Last Updated May 1, 2011 7:51 PM EDT
It happens all the time. A report or study comes out, somebody at a reputable publication like the New York Times or Harvard Business Review picks it up, and the next thing you know, generalizations that were never intended by the researchers are plastered all over the blogosphere.
That's exactly what's happened with multitasking.
Just check out some of these headlines: How and Why to Stop Multitasking, The Myth of Multitasking, The Backlash Against Multitasking, How to Kick the Multitasking Addiction, Multitasking Produces an Illusion of Competence -- the stuff is literally everywhere.
The problem is that most of that "multitasking is evil" stuff is more or less irrelevant, to say the least. Now, before you go off on me for making such a heretic statement, let me explain what's going on here.
Indeed, there were several studies. Yes, you'll perform better giving one thing your undivided attention. Sure, if you text or email during a meeting, you'll miss some things. Well thank you Captain Obvious. I'm floored that this was a news flash for anybody.
The truth is that, when you define multitasking in the way virtually all professionals, managers, business leaders, and executives do it, and look at its overall effectiveness for a management system or organization as a whole - instead of at the task level - you find that it's indeed critical to management effectiveness. It's a no-brainer.
So, to unravel the quagmire of misconceptions, misinformation, and confusion and set the record straight, here are -- 10 Truths About Multitasking:
- Yes, single task performance deteriorates when you're distracted. People perform better doing one task at a time. Duh. Anybody who thinks that's an epiphany shouldn't be responsible for doing one task right -- let alone managing others.
- Interrupting what you're doing to constantly check email and tweet isn't multitasking, it's distraction, plain and simple. Researchers who call that multitasking should lose their funding. Employees or managers who call that multitasking are just trying to make themselves look better in spite of their complete lack of discipline and inability to focus.
- There is no such thing as doing more than one thing simultaneously. It can't happen in the physical world. Nobody can do it. Not even computers. There are laws of physics that frown upon that sort of thing. Just wanted to dispel that notion once and for all.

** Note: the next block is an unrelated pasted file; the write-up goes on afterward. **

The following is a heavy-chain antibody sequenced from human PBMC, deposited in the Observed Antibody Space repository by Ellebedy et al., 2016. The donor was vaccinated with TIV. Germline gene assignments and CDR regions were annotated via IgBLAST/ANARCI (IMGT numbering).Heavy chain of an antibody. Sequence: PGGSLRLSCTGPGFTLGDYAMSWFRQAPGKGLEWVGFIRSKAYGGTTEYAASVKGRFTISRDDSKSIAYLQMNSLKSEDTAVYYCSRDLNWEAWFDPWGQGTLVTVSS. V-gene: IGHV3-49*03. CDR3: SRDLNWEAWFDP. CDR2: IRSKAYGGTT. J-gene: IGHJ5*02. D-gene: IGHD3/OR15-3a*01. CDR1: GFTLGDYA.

- In the real management world, the only definition of multitasking that matters - that isn't trite or useless - is the concept of switching between tasks or interrupting one task in favor of another. It's how we prioritize functions and tasks in real-time. It's necessary and critical to the performance of any management or organizational system. The same techniques are used to improve computing performance, as well. Same thing for people.
- Indeed, on a task by task basis, multitasking is not a benefit. And yes, it is more stressful than not multitasking. That said, it's a daily part of business life. Stuff happens. Priorities change. Interrupts occur that are more important than what you're working on. The task at hand will suffer, but your overall management effectiveness will benefit. Real-time flexibility - interruption and prioritization - is critical in management systems.
- For example: an engineering project manager is deep in concentration writing a proposal. An employee comes to his office needing a critical decision on the current development project which is on hold pending his decision. They chat for a few minutes, call in someone else for an opinion, and he makes the decision. As a result, the critical development project progresses on schedule. Sure, it cost him time to get back into the proposal, but that's not as critical. Thus, the interruption and multitask made sense. That sort of thing happens daily in virtually every management or organizational system.
- Information or communication overload and multitasking are two completely different things. McKinsey wrote a report about information overload that says, "Always-on, multitasking work environments are killing productivity, dampening creativity, and making us unhappy." Indeed, last year I wrote, "Communication overload has reached epidemic proportions and it's killing precious productivity and effectiveness --" The problem is that, by lumping communication overload - a bad thing - in with management multitasking - a good thing - McKinsey is confusing people.
- If you email or text while you're in a meeting, you can't possibly be paying attention. Things have to be repeated and that wastes everybody's time. If not, then you don't belong in the meeting. Period.
- Likewise, when you're meeting one-on-one or in a small group, you should give them your undivided attention. Not only is that more efficient for everyone, it's called treating people with respect.
Bottom Line. Doctors, chefs, engineers, project managers, marketers, salespeople, line managers, executives, small business owners - anyone with decision-making, managing, or leadership in their job description needs to multitask. It comes with the territory. It's part of business and management life. It's a good thing. Don't confuse it with single-task performance, communication overload, or distraction and lack of concentration. End of story.
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